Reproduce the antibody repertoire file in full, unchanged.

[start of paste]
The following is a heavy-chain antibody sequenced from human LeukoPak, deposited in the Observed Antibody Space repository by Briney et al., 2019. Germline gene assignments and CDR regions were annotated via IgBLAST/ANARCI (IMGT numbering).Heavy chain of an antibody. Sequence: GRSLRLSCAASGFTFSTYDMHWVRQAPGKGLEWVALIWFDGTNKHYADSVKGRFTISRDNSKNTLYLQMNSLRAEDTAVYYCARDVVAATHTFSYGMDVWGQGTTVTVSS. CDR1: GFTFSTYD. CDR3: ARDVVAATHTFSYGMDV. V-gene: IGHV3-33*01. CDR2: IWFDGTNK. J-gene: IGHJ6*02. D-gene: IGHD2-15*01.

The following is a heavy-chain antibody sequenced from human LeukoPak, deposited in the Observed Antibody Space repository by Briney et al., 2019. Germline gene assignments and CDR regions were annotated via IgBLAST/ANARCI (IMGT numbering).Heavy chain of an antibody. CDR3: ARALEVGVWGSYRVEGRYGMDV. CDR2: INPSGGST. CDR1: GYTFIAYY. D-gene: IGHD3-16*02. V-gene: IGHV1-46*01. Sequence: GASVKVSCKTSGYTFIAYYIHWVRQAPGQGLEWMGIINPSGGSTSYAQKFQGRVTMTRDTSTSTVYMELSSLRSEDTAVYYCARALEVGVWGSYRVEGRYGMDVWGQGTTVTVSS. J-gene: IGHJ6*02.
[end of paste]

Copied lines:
The following is a heavy-chain antibody sequenced from human LeukoPak, deposited in the Observed Antibody Space repository by Briney et al., 2019. Germline gene assignments and CDR regions were annotated via IgBLAST/ANARCI (IMGT numbering).Heavy chain of an antibody. Sequence: GRSLRLSCAASGFTFSTYDMHWVRQAPGKGLEWVALIWFDGTNKHYADSVKGRFTISRDNSKNTLYLQMNSLRAEDTAVYYCARDVVAATHTFSYGMDVWGQGTTVTVSS. CDR1: GFTFSTYD. CDR3: ARDVVAATHTFSYGMDV. V-gene: IGHV3-33*01. CDR2: IWFDGTNK. J-gene: IGHJ6*02. D-gene: IGHD2-15*01.

The following is a heavy-chain antibody sequenced from human LeukoPak, deposited in the Observed Antibody Space repository by Briney et al., 2019. Germline gene assignments and CDR regions were annotated via IgBLAST/ANARCI (IMGT numbering).Heavy chain of an antibody. CDR3: ARALEVGVWGSYRVEGRYGMDV. CDR2: INPSGGST. CDR1: GYTFIAYY. D-gene: IGHD3-16*02. V-gene: IGHV1-46*01. Sequence: GASVKVSCKTSGYTFIAYYIHWVRQAPGQGLEWMGIINPSGGSTSYAQKFQGRVTMTRDTSTSTVYMELSSLRSEDTAVYYCARALEVGVWGSYRVEGRYGMDVWGQGTTVTVSS. J-gene: IGHJ6*02.